Wednesday, 1 February 2006

Google v China - not so bad?

Google's deal with the Chinese government that it will agree to censor some sites and terms has outraged many. Some people (DPF and Russell Brown for example) are rightly outraged at Google's willingness to bow to a dictatorhip in pursuit of market share, and to suppress "access to public information" with only a "some-Google-is-better-than-no-Google-at-all" defence. Vodka Pundit offers a different view. Dictatorships aren't just evil, they're inefficient (one of the points incidentally that makes Rand's dystopia in Anthem, pictured below, different to Orwell's in 1984):
So let's say it again: There is no such thing as an efficient dictatorship. Only, when you say it this time, think of Google and China. Yes, it's true that Google should take great shame in kowtowing to the Butchers of Beijing, but that's not the whole story... What will Google do for China? The answer is: Less than it's done for us.

In a high-tech economy, the free flow of information defines how competitive a people can be... China is trying to compete in the high-tech economy, while crippling the tools that make such competition possible.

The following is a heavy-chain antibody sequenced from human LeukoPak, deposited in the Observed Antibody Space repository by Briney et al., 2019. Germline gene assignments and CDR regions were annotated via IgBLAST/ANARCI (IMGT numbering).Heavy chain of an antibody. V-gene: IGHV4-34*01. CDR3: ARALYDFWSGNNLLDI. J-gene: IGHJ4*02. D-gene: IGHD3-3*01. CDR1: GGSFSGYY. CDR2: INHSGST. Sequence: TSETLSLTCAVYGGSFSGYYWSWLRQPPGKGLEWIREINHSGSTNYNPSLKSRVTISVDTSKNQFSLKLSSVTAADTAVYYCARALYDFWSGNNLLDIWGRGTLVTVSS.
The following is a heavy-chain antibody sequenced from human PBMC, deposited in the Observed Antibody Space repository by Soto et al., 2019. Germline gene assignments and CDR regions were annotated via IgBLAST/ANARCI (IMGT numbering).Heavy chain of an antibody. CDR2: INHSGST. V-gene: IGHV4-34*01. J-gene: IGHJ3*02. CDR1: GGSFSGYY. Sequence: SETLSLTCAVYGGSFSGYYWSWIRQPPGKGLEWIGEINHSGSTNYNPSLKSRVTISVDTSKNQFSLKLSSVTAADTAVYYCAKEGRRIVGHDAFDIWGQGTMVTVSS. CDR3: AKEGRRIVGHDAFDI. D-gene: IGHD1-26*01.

I don't mean to say that you shouldn't be mad at Google. I am, and will be so long as they continue with such repugnant business practices. And don't get me wrong – having Google, even a restricted version, will in some small way prolong China's dictatorship. And the Chinese people will suffer, by losing what could have been a sharp weapon in their fight for freedom.
But it's not the end of the world, either.

Read VP's whole opinion here: 'The China Syndrome' - Vodka Pundit

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